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NEWS RELEASE · 26th April 2010
Ministry of Public Safety
For the first time in B.C., health care facilities will be required to report gunshot and stab wounds to police, Solicitor General Michael de Jong, QC, announced today in introducing the Gunshot and Stab Wound Disclosure Act.

The new legislation is part of Premier Gordon Campbell's seven-point plan to combat gang and gun violence announced in February 2009.

"Timely reporting of gunshot and stab wounds to police will help them expedite their response so they can take immediate steps to prevent further violence, injury or death," said de Jong. "Mandating the rules for reporting means there will be consistent reporting of violent situations involving guns or knives across the emergency health-care system."

The Canadian Centre for Justice Statistics reports that in B.C. for the period 1999-2008, 34 per cent of homicides were committed by a firearm and 25 per cent with a knife, cutting or piercing instrument.

Highlights of the act include:

* The requirement that all gunshot wounds be reported to police regardless of origin. Health professionals will not have to make any determination on criminality.
* Reporting of stab wounds will be at the discretion of the health-care facility so that they are not required to report accidental or self- inflicted wounds.
* Health facilities must verbally report the fact that the person is being treated, the patient's name and the name and location of the health-care facility where they were treated to the police, as soon as possible without interfering with the injured person's treatment.
* A definition of the types of health facilities that will be required to report, including, for example, hospitals, doctors' offices and walk-in clinics.
* Protection for health-care practitioners from liability while exercising their duty to report under this authority.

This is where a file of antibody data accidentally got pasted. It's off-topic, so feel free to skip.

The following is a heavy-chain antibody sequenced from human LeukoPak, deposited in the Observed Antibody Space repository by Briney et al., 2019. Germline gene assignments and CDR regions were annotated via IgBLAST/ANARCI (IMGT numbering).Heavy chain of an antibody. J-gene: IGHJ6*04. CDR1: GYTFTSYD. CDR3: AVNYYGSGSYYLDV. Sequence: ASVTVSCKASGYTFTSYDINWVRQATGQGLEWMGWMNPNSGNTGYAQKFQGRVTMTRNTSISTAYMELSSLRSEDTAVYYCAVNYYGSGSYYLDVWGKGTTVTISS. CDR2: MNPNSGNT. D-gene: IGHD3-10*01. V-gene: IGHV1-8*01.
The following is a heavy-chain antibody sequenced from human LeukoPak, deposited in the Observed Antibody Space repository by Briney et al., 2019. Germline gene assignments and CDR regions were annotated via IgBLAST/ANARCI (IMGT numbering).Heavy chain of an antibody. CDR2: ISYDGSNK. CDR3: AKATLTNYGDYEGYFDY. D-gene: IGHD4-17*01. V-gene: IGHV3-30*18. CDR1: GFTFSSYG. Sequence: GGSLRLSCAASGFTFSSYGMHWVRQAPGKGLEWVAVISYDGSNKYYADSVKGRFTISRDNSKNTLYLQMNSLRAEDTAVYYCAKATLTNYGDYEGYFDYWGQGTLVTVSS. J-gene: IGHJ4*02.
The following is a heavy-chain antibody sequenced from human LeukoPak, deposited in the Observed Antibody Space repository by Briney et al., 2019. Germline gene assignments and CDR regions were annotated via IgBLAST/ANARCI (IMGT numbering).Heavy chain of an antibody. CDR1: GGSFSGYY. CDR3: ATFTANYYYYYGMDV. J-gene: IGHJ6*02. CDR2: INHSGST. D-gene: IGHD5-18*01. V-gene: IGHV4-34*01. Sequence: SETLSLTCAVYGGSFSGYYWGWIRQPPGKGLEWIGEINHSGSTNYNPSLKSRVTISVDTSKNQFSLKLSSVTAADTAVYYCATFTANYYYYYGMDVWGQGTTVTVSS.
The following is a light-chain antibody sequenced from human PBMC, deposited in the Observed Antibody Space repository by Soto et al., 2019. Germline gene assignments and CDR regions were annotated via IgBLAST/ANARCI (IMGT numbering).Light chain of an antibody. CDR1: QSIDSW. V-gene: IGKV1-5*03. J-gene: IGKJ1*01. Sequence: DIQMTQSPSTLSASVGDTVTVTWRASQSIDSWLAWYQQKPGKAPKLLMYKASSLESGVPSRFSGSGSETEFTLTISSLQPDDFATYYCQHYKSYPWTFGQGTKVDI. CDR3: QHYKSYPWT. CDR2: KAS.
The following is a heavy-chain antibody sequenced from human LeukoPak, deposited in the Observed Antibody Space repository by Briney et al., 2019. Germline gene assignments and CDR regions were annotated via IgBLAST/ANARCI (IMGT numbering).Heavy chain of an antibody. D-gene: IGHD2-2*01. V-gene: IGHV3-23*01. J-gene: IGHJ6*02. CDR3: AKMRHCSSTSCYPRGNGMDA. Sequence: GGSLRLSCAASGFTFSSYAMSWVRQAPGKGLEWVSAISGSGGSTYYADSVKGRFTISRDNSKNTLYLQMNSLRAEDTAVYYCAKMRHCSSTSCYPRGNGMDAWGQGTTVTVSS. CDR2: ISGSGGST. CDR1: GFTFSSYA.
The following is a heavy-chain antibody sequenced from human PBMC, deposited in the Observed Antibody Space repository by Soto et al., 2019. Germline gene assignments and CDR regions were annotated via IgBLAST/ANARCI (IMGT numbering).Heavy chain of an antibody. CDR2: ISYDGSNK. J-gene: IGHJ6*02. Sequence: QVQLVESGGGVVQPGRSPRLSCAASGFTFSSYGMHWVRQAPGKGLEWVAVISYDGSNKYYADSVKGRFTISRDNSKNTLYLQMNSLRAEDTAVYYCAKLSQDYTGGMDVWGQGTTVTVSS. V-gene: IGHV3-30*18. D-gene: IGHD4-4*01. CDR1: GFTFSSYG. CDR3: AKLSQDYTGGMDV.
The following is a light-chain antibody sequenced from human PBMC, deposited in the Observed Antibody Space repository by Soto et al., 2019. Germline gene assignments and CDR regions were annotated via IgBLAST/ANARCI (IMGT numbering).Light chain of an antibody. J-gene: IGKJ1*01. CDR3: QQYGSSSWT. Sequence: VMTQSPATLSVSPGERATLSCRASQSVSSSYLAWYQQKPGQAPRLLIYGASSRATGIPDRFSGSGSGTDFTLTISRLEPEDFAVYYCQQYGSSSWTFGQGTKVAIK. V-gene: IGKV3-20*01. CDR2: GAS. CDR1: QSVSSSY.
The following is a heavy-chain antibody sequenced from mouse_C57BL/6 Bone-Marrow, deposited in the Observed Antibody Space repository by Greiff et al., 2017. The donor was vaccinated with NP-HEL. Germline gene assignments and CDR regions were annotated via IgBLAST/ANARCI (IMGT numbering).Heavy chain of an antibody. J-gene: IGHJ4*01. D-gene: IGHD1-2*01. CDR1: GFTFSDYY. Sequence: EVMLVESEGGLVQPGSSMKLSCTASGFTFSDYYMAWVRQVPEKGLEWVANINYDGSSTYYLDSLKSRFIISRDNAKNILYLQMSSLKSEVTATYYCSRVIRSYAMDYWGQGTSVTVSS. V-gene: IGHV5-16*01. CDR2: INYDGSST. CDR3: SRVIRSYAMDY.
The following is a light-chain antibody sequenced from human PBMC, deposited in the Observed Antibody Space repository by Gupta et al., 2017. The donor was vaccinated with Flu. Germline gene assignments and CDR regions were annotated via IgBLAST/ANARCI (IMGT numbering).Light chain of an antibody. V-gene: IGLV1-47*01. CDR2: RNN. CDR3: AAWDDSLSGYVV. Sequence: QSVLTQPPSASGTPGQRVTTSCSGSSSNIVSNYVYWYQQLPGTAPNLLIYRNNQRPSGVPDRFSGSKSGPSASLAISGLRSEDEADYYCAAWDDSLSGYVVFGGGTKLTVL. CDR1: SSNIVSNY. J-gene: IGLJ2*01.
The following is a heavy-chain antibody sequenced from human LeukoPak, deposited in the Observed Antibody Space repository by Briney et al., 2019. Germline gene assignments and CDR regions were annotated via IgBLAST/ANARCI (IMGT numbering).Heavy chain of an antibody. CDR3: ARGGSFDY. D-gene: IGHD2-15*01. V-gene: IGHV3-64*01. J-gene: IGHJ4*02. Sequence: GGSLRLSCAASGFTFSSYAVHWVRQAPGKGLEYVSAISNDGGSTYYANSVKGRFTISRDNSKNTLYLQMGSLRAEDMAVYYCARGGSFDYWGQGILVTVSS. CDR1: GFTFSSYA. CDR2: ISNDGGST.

This legislation is the first of its kind in B.C. Three other provinces have chosen to mandate reporting of both gunshot and stab wounds - Saskatchewan, Manitoba and Alberta. Ontario, Nova Scotia and Quebec have enacted only mandatory gunshot reporting.

Police in these jurisdictions have noted they receive information faster, which advances investigations leading to arrests and charges.

"The BC Medical Association is in full support of legislation that enhances public safety and prevents further injury," said Dr. Brian Brodie, president of the BC Medical Association. "We are glad to have provided input and are pleased that with mandatory reporting, physicians will be protected from any circumstances that might endanger their safety."

"We are working hard to end gang violence and remove illegal weapons and those who use them from the streets, said Deputy Chief Constable Clayton Pecknold, president of the BC Association of Chiefs of Police. "When health-care facilities report gunshot and stab wounds to police, we can move faster to make arrests and protect the public in those critical first hours of an investigation."

In February 2009, Premier Campbell announced a comprehensive seven-point plan to tackle gangs and guns in B.C., including more police officers, more prosecutors, more jails, tougher laws and measures to crack down on illegal guns. Since the strategy was unveiled, more than 200 organized crime and gang members have been arrested and charged with approximately 400 serious offences.